PCR amplification from phage -- replies

daemon at net.bio.net daemon at net.bio.net
Tue Aug 4 15:43:33 EST 1998


Hello All,

Many thanks to those who sent me replies.  It seems that my problem was not
in the lysis, but the design of my oligos:  With the addition of T7 RNA
polymerase initiation sequences, my primers perferentially amplified a
robust primer dimer.  I have since succeeded in amplifying with shorter
oligos.

Based on the protocol I used, 1 =B5L of lysate (in SM) is fine for a 25 =B5L
PCR reaction.  For a lambda gt11 phage plug eluted in 0.5 mL of SM, 1 =B5L
gave ~1000 plaques on RY1090, suggesting there are (at most) a thousand
dsDNA templates present at the start.  The first denaturation step, 95=B0C
for 5 min, was sufficient to release phage DNA; the amount of product
recovered was not improved by boiling for five minutes prior to using as a
PCR template.  The contribution of Mg++ in the SM (predicted to be about
0.3 mM) was not a problem.


Regards,

Morris


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>from Kouichi Iwasaki:

Hi Morris,

    I have amplified an insert from Barstead cDNA library before. It has
worked well for me. I used 1 microL of the whole cDNA library, not a single
plaque. I used one primer to the Lambda vector and the other specific to my
gene. I found that during library construction, lots of artifacts occur,
such as small deletions at cloning sites. If your primers are very close to
the cloning site, there may not be that sequence in the vector any longer.
You could try another set of primers that are located further from the site.

Good luck on your experiment!

Kouichi

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>from David Baillie:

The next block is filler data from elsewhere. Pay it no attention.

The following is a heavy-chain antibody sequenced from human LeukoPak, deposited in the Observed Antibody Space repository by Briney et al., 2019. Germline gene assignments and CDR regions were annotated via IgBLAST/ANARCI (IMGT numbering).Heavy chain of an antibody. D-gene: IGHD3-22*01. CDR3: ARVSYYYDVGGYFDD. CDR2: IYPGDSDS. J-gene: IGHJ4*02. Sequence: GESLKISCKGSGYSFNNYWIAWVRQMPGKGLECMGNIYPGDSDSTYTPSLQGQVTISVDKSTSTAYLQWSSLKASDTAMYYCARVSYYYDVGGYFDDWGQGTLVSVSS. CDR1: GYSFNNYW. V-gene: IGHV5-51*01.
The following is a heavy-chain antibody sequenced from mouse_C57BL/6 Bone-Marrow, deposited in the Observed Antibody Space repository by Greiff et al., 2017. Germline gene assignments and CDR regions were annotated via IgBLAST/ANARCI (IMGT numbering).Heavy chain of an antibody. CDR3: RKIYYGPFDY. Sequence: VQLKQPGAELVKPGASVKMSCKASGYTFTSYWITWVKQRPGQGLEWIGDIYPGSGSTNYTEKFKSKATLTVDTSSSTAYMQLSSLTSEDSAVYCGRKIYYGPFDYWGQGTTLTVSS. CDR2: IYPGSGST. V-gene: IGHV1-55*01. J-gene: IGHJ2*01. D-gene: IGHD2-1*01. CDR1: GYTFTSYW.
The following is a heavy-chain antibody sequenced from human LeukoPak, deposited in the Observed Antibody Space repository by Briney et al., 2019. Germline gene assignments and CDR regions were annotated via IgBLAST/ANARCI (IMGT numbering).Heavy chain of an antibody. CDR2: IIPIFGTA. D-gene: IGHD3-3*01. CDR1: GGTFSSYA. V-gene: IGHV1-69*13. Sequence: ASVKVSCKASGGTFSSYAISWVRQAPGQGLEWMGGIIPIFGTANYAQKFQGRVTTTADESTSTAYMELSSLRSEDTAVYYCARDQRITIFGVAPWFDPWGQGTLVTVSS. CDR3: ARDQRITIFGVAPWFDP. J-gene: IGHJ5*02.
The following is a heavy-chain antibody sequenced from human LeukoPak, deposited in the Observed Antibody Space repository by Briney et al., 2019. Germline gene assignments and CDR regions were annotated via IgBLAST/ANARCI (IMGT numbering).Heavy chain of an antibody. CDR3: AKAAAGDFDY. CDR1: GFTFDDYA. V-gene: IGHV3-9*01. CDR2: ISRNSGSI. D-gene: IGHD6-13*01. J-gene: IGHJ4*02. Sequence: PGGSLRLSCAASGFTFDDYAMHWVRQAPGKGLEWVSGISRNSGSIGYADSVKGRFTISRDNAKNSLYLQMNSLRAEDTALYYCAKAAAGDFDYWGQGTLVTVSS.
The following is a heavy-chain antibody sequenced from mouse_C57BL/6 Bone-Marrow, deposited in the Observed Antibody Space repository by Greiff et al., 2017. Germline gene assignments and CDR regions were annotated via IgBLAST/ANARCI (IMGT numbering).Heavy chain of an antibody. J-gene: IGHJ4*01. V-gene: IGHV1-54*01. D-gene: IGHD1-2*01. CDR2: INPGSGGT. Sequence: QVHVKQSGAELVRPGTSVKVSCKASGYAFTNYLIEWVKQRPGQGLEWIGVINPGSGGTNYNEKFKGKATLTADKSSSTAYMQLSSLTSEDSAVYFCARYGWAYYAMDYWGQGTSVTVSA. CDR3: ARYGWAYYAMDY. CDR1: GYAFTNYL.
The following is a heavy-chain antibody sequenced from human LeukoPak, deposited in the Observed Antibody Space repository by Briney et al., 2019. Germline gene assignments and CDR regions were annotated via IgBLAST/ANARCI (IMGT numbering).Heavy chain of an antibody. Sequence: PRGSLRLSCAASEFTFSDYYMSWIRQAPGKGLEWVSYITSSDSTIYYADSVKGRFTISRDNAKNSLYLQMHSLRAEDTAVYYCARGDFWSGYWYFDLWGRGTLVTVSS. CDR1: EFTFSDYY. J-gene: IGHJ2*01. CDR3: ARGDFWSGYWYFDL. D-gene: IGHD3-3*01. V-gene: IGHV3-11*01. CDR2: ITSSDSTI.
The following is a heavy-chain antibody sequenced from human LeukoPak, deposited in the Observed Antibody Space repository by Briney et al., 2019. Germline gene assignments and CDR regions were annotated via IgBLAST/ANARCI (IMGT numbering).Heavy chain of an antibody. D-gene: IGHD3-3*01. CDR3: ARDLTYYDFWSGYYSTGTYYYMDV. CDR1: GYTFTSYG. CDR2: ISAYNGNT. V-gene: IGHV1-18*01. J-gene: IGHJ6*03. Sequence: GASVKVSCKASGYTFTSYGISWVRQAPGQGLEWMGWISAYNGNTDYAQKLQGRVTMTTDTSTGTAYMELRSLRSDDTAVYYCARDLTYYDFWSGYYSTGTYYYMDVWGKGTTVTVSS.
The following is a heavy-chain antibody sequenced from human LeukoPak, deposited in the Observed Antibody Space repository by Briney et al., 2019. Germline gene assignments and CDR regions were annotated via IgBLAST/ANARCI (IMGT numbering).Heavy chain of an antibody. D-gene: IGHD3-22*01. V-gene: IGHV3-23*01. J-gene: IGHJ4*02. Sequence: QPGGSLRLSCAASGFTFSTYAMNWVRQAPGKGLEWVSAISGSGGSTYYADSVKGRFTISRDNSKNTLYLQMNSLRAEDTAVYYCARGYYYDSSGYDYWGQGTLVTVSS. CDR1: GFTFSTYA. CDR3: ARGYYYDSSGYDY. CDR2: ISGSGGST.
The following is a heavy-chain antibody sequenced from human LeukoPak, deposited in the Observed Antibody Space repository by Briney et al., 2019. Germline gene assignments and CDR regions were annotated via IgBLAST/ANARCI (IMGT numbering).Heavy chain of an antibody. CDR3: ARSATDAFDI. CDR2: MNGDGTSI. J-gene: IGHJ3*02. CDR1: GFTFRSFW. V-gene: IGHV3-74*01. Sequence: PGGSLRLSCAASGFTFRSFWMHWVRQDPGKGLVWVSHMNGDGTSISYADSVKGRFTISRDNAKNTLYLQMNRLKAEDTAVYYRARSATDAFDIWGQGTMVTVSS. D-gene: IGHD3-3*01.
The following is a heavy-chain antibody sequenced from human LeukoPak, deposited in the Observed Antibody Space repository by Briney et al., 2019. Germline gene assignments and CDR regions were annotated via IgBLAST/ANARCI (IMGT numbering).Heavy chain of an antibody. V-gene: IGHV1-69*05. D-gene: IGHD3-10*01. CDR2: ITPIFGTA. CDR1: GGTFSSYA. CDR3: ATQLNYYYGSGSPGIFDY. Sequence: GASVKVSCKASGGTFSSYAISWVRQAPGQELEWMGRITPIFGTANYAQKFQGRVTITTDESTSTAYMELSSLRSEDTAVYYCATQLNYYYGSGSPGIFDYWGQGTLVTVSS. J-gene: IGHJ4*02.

Morris,

How are [you] releasing the dna?  I bet a mini protease K with
a 65=B0C digestion would do it.  [Do] the ppt with 2 and half volumes
of 95% ethanol.

Dave

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>from Bruce Bamber:

Hi Morris

I did a bunch of that.  One critical thing was to boil the supernatant for
a few minutes.  I also had trouble with the 'official' primers AF77 and
AF78 so I made my own:

BB19 tgg agc ccg tca gta tcg gcg
BB20 gta gcg acc ggc gct cag ctg

finally, I used a funny pcr protocol originally suggested by V. Maricq

here's a excerpt from the unc-49 paper describing it.

(3) PCR reactions on lambda phage cDNA clones was performed as
follows: Phage supernatants were incubated for 5 min at
100=B0C.  PCR with Taq polymerase was then performed as [usual]
except that an extension time of 7 min was used for 35 cycles.  After
20 cycles of this program had been completed, an additional 0.5
=B5l of Taq polymerase was added to each reaction and the reaction was=
 allowed to
proceed for the remaining 15 cycles.


good luck, and I hope you don't get too much wierd stuff, for which this
library is famous...

Bruce

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>from Michael Finney:


One possible problem: How much does the Mg from the SM buffer affect the
final concentration in the PCR reaction?

Mike

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>from Dattananda Chelur:

Hi

I have had no problems in using the lambda lysates directly for PCR.